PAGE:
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Sustaining the burden of proof.

For more than 19 years I have practiced collection recovery law. Traditionally, my firm has prepared investigative reports and suit recommendations asking for documentary evidence prior to litigation action in order to pursue collection recovery of retail and commercial claims.

We have found that, over the years, credit grantors as well as forwarders of claims, are increasingly interested in our investigative determinations and recommendations. In our preparation of reports, we frequently confront the most serious obstacle of sustaining our burden of proof relative to proper documentary evidence.

During the early stages of litigation, we require that clients provide all aspects of relevant information concerning the claim. First, we must have the debtor's legal name and address, including the name and address of any guarantor.

Frequently, we confront a situation where a sole proprietor has terminated business operations and the only course of action may be against the individually named owner of the business.

Credit managers frequently request our opinion as to the collectibility of a litigation matter against the sole proprietor. We advise them as to our experience regarding collection recovery, provide any current financial information on the debtor, and indicate any possible counterclaim.

Documentation Is Essential in Order To Win Suit

Moreover, we examine the documentation to determine the appropriate witness in a case. In some cases, the salesman who handled the transaction should be available to testify, along with the credit manager who has knowledge of the account history. The documents in our file will provide the information necessary to choose the right witness.

Credit grantors frequently request pursuing a case when we do not have the salesman who is involved in the transaction. Quite often, relevant documents can supply the necessary information which would have normally been obtained from the missing sales representative. Therefore, we request that the credit grantor provide the original order forms, shipping documents, and account ledgers. These documents, along with credit agreements, contract, personal guarantees, delivery receipts, and security agreements will assist us in determining whether to proceed with obtaining a judgment when the sales representative is not available.

Cooperation from Grantors Make Lawyers' Efforts Easier

We have frequently found that credit grantors are willing to make the appropriate witnesses available. This cooperative spirit is most appreciated by legal counsel in an effort to sustain the burden of proof relative to the submission of documentary evidence. Frequently, the sales representative and the credit manager assist in the preparation of affidavits to prove documentary evidence. Further, we also use our rules of civil procedure, including interrogatories, request for production of documents, and request for admissions, in order to meet the burden of proof as required under law.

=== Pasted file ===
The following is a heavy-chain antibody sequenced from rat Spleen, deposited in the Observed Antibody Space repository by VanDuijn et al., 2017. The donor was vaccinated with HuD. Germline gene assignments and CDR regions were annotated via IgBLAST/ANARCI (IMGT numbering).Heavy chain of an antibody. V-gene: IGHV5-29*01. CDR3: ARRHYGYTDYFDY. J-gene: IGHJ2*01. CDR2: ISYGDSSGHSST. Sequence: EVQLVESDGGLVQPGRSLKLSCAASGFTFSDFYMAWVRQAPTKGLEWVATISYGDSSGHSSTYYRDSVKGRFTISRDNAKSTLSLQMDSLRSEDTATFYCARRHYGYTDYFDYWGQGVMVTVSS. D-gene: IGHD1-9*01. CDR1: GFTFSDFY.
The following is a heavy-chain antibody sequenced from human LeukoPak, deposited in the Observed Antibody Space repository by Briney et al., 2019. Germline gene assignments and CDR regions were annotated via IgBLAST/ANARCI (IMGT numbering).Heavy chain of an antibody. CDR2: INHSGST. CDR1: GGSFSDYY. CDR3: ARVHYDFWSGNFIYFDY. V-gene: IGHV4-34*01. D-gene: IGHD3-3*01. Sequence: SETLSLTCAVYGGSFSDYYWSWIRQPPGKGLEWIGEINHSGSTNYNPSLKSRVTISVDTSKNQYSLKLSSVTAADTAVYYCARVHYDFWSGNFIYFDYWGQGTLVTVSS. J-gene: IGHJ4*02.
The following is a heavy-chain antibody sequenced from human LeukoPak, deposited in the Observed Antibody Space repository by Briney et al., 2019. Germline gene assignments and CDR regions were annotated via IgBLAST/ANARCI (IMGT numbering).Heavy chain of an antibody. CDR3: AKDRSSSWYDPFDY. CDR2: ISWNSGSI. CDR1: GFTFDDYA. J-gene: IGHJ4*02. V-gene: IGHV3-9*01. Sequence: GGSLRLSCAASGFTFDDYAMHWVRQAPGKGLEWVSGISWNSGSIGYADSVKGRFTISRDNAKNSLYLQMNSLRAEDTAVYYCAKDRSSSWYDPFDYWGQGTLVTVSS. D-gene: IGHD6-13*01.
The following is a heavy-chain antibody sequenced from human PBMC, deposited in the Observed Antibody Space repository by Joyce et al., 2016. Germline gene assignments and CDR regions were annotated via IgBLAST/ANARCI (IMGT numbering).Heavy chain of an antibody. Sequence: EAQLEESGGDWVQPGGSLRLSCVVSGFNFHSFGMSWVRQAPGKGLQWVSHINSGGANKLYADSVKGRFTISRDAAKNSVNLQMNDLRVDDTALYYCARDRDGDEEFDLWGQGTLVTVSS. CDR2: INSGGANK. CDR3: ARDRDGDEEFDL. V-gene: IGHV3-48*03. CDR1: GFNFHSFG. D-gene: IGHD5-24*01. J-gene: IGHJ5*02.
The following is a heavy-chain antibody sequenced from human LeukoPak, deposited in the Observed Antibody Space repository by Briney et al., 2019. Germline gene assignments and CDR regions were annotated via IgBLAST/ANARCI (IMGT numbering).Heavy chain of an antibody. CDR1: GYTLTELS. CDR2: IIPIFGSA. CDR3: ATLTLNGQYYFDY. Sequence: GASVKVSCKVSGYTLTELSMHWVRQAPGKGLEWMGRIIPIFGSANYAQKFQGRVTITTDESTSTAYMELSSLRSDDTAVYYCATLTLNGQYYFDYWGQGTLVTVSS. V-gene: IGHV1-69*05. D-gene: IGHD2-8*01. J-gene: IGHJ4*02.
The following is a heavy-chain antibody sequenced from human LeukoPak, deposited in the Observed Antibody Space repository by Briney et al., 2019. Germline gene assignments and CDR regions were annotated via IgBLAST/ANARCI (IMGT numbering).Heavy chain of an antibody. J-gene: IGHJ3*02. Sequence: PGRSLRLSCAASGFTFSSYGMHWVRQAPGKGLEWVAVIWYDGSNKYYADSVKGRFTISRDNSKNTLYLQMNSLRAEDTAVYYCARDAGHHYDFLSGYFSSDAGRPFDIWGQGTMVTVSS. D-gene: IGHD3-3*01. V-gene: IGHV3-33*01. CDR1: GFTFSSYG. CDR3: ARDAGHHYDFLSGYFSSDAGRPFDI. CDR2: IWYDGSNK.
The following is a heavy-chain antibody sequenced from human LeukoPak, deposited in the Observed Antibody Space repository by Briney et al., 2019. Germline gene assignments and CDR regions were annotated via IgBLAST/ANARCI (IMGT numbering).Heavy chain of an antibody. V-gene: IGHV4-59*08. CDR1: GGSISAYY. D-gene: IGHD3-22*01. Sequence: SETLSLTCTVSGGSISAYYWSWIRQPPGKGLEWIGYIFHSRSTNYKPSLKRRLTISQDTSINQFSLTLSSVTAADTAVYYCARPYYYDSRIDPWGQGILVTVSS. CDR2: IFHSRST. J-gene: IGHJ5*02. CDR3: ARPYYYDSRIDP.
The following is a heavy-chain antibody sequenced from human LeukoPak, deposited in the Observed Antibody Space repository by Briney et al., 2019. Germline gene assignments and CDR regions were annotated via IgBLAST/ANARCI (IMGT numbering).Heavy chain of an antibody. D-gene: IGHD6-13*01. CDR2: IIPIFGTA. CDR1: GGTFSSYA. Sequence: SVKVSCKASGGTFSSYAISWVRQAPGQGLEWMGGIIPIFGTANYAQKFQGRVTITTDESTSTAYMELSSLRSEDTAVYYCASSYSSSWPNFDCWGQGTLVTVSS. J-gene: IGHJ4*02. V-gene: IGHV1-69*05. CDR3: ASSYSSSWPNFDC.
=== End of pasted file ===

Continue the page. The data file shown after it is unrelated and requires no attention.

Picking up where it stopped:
In a recent case, the excellent organizational skills of a credit manager were used to prepare the documentary evidence necessary to win a contested litigation matter. The credit manager made a comprehensive list of the documents to be entered and we assisted in determining the value of them in light of the business entry exception to the hearsay rule. We prepared the outline of qualifying questions and the proper procedural steps to be taken by the attorney in submitting the documentary evidence.

Credit Managers Should Be Ready to Testify

In other cases where counsel for a debtor-customer has disputed the documentary evidence, the testimony of the credit manager has been used to sustain our burden of proof.

The credit manager is asked to testify: that the document is prepared in the ordinary course of business and that the records are regularly maintained and preserved by the credit granting company; about the actual individual who prepares the records; about the time the records were prepared; and finally, that since the time the documentary evidence was prepared, the company, in the regular course of business, continued to maintain and preserve such records.

By pursuing the above line of questioning at a trial, legal counsel for the credit grantor creates sufficient evidentiary documents in order to overcome objections from the opposing party. Additionally, the testimony by the credit manager will generally verify compliance with all phases of state laws.

This cooperative effort by legal counsel as well as the witnesses of the credit grantor achieve the ultimate objective--obtaining a judgment and pursuing collection recovery. We have always lived by the motto "do not let the trial just happen. Cases are won by preparation or lost for the lack of it."

Jonathan A. Mason is a senior partner with the law firm of Mason, Slovin & Schilling, Co., L.P.A., Cincinnati, Ohio.
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Title Annotation:Collection Basics; suing for credit defaults
Author:Mason, Jonathan
Publication:Business Credit
Article Type:Column
Date:Jun 1, 1993
Previous Article:How to negotiate well and win.
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